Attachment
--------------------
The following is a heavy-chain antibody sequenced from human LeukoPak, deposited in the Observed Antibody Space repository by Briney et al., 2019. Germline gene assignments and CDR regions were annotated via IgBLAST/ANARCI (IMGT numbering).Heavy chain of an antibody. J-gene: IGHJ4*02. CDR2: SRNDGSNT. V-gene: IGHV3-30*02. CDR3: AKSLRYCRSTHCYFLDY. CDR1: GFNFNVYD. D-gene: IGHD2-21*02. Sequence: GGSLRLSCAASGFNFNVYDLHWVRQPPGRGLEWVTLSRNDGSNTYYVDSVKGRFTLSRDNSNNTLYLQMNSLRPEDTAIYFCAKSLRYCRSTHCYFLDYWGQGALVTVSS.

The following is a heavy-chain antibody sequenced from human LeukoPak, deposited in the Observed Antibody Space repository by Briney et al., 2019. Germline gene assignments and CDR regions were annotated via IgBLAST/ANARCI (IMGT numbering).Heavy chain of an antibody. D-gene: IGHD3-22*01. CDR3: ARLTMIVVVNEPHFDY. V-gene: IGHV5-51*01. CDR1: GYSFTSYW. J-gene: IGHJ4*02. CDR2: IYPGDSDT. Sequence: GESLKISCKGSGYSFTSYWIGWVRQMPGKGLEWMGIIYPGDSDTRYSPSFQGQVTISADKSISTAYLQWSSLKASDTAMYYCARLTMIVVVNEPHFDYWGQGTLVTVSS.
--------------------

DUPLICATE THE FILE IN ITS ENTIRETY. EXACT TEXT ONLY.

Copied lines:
The following is a heavy-chain antibody sequenced from human LeukoPak, deposited in the Observed Antibody Space repository by Briney et al., 2019. Germline gene assignments and CDR regions were annotated via IgBLAST/ANARCI (IMGT numbering).Heavy chain of an antibody. J-gene: IGHJ4*02. CDR2: SRNDGSNT. V-gene: IGHV3-30*02. CDR3: AKSLRYCRSTHCYFLDY. CDR1: GFNFNVYD. D-gene: IGHD2-21*02. Sequence: GGSLRLSCAASGFNFNVYDLHWVRQPPGRGLEWVTLSRNDGSNTYYVDSVKGRFTLSRDNSNNTLYLQMNSLRPEDTAIYFCAKSLRYCRSTHCYFLDYWGQGALVTVSS.

The following is a heavy-chain antibody sequenced from human LeukoPak, deposited in the Observed Antibody Space repository by Briney et al., 2019. Germline gene assignments and CDR regions were annotated via IgBLAST/ANARCI (IMGT numbering).Heavy chain of an antibody. D-gene: IGHD3-22*01. CDR3: ARLTMIVVVNEPHFDY. V-gene: IGHV5-51*01. CDR1: GYSFTSYW. J-gene: IGHJ4*02. CDR2: IYPGDSDT. Sequence: GESLKISCKGSGYSFTSYWIGWVRQMPGKGLEWMGIIYPGDSDTRYSPSFQGQVTISADKSISTAYLQWSSLKASDTAMYYCARLTMIVVVNEPHFDYWGQGTLVTVSS.